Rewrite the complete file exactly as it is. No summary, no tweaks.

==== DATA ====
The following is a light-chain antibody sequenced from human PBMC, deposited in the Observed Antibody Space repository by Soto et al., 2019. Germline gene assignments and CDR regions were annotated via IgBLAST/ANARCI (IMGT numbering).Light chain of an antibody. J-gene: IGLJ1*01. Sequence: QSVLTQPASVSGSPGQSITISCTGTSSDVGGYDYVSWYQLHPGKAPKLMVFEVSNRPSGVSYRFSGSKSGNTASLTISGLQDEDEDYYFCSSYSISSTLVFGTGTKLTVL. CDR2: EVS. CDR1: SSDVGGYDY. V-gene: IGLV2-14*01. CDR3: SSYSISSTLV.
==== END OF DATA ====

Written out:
The following is a light-chain antibody sequenced from human PBMC, deposited in the Observed Antibody Space repository by Soto et al., 2019. Germline gene assignments and CDR regions were annotated via IgBLAST/ANARCI (IMGT numbering).Light chain of an antibody. J-gene: IGLJ1*01. Sequence: QSVLTQPASVSGSPGQSITISCTGTSSDVGGYDYVSWYQLHPGKAPKLMVFEVSNRPSGVSYRFSGSKSGNTASLTISGLQDEDEDYYFCSSYSISSTLVFGTGTKLTVL. CDR2: EVS. CDR1: SSDVGGYDY. V-gene: IGLV2-14*01. CDR3: SSYSISSTLV.